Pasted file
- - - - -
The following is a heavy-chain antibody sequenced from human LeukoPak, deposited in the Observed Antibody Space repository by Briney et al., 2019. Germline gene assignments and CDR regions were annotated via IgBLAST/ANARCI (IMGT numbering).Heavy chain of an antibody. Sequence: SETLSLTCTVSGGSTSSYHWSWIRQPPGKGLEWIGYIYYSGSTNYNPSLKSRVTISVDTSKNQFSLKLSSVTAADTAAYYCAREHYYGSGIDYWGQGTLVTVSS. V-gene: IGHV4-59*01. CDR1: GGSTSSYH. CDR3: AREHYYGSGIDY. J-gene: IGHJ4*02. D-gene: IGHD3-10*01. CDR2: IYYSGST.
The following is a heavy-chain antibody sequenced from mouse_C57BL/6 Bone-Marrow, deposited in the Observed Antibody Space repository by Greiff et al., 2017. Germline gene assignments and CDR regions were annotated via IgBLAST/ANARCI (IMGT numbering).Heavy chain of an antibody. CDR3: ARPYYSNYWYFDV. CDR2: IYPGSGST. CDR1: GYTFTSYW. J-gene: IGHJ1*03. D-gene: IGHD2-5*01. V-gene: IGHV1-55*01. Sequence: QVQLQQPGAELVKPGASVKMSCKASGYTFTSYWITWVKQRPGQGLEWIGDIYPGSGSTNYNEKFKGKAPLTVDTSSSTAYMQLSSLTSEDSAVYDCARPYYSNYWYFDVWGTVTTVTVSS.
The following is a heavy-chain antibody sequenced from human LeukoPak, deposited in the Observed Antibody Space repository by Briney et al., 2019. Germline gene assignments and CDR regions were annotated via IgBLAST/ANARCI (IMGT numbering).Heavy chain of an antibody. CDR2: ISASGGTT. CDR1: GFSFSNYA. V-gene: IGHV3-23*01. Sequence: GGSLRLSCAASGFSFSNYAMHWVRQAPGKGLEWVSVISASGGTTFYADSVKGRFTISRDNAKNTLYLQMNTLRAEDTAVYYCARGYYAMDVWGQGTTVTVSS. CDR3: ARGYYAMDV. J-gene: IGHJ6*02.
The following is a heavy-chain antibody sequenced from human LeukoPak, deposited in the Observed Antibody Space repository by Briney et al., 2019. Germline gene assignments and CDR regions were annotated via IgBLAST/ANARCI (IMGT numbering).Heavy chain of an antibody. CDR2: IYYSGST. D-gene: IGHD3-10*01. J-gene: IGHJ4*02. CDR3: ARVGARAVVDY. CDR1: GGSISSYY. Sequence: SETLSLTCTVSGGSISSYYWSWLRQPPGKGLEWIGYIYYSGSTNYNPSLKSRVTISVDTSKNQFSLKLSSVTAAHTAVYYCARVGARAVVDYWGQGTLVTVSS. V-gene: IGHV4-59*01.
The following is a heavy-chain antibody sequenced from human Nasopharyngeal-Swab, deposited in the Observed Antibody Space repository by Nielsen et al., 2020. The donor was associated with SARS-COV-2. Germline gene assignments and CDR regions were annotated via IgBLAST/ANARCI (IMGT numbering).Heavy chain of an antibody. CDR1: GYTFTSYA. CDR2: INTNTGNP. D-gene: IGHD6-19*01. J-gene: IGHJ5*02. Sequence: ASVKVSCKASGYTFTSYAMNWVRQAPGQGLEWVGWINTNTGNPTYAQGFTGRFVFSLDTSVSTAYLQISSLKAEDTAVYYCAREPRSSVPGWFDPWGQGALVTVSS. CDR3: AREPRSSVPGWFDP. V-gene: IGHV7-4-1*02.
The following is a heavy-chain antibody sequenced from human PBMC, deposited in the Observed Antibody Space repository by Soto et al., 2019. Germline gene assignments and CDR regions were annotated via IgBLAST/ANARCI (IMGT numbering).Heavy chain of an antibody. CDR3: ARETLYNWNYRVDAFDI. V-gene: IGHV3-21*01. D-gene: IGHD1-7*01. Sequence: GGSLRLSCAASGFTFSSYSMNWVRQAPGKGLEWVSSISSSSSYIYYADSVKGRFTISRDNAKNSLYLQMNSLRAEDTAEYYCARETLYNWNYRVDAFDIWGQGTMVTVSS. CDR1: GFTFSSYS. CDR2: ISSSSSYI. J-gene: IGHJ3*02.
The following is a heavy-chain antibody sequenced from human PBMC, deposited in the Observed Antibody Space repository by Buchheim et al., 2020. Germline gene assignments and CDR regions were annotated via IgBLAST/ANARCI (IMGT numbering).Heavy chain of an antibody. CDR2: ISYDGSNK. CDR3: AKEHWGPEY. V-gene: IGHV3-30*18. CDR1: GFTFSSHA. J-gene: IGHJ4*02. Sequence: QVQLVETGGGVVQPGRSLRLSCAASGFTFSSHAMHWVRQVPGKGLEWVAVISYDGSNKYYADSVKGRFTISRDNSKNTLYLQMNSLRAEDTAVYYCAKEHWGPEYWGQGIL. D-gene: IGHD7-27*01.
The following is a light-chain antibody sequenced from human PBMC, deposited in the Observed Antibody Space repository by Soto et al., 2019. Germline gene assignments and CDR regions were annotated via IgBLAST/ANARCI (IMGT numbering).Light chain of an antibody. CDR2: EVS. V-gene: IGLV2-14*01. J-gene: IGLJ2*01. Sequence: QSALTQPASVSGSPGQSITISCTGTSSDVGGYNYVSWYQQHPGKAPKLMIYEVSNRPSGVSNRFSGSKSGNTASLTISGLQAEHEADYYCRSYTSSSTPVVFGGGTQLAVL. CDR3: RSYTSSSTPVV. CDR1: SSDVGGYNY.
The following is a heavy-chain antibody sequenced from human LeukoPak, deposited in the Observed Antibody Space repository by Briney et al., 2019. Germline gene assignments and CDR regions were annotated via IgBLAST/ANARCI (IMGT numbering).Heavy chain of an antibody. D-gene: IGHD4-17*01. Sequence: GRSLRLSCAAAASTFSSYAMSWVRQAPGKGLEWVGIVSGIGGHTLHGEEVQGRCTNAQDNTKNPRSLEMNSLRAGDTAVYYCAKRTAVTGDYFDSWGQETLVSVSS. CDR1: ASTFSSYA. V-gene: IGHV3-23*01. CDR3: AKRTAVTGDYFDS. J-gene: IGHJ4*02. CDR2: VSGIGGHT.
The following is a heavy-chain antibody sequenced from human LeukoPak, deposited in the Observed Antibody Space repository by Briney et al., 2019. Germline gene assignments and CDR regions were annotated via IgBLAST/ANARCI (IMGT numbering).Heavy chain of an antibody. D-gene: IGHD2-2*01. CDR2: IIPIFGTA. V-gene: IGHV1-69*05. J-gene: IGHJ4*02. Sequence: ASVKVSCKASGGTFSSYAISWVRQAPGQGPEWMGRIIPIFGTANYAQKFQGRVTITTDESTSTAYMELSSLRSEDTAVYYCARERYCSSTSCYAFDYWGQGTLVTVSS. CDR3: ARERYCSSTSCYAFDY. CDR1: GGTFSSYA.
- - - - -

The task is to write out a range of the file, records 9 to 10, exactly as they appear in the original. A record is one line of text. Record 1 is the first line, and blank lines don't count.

The following is a heavy-chain antibody sequenced from human LeukoPak, deposited in the Observed Antibody Space repository by Briney et al., 2019. Germline gene assignments and CDR regions were annotated via IgBLAST/ANARCI (IMGT numbering).Heavy chain of an antibody. D-gene: IGHD4-17*01. Sequence: GRSLRLSCAAAASTFSSYAMSWVRQAPGKGLEWVGIVSGIGGHTLHGEEVQGRCTNAQDNTKNPRSLEMNSLRAGDTAVYYCAKRTAVTGDYFDSWGQETLVSVSS. CDR1: ASTFSSYA. V-gene: IGHV3-23*01. CDR3: AKRTAVTGDYFDS. J-gene: IGHJ4*02. CDR2: VSGIGGHT.
The following is a heavy-chain antibody sequenced from human LeukoPak, deposited in the Observed Antibody Space repository by Briney et al., 2019. Germline gene assignments and CDR regions were annotated via IgBLAST/ANARCI (IMGT numbering).Heavy chain of an antibody. D-gene: IGHD2-2*01. CDR2: IIPIFGTA. V-gene: IGHV1-69*05. J-gene: IGHJ4*02. Sequence: ASVKVSCKASGGTFSSYAISWVRQAPGQGPEWMGRIIPIFGTANYAQKFQGRVTITTDESTSTAYMELSSLRSEDTAVYYCARERYCSSTSCYAFDYWGQGTLVTVSS. CDR3: ARERYCSSTSCYAFDY. CDR1: GGTFSSYA.